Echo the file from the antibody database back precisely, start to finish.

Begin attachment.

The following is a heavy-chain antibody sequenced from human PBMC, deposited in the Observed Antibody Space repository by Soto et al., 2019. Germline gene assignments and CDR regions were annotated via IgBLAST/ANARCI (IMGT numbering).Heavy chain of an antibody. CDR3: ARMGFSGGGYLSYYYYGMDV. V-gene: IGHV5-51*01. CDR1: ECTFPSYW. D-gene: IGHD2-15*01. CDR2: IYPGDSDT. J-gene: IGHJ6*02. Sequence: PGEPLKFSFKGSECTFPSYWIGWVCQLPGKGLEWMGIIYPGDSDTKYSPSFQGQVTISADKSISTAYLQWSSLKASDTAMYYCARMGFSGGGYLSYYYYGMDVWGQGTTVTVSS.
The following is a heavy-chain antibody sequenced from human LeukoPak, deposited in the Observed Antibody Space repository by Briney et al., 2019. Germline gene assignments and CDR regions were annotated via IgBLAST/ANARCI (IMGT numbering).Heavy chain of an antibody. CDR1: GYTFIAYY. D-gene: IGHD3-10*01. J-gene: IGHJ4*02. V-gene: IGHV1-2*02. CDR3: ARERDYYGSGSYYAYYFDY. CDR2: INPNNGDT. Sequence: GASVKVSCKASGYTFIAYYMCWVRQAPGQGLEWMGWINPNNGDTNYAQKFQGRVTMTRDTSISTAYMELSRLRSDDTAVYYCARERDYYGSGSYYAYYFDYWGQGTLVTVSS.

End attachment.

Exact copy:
The following is a heavy-chain antibody sequenced from human PBMC, deposited in the Observed Antibody Space repository by Soto et al., 2019. Germline gene assignments and CDR regions were annotated via IgBLAST/ANARCI (IMGT numbering).Heavy chain of an antibody. CDR3: ARMGFSGGGYLSYYYYGMDV. V-gene: IGHV5-51*01. CDR1: ECTFPSYW. D-gene: IGHD2-15*01. CDR2: IYPGDSDT. J-gene: IGHJ6*02. Sequence: PGEPLKFSFKGSECTFPSYWIGWVCQLPGKGLEWMGIIYPGDSDTKYSPSFQGQVTISADKSISTAYLQWSSLKASDTAMYYCARMGFSGGGYLSYYYYGMDVWGQGTTVTVSS.
The following is a heavy-chain antibody sequenced from human LeukoPak, deposited in the Observed Antibody Space repository by Briney et al., 2019. Germline gene assignments and CDR regions were annotated via IgBLAST/ANARCI (IMGT numbering).Heavy chain of an antibody. CDR1: GYTFIAYY. D-gene: IGHD3-10*01. J-gene: IGHJ4*02. V-gene: IGHV1-2*02. CDR3: ARERDYYGSGSYYAYYFDY. CDR2: INPNNGDT. Sequence: GASVKVSCKASGYTFIAYYMCWVRQAPGQGLEWMGWINPNNGDTNYAQKFQGRVTMTRDTSISTAYMELSRLRSDDTAVYYCARERDYYGSGSYYAYYFDYWGQGTLVTVSS.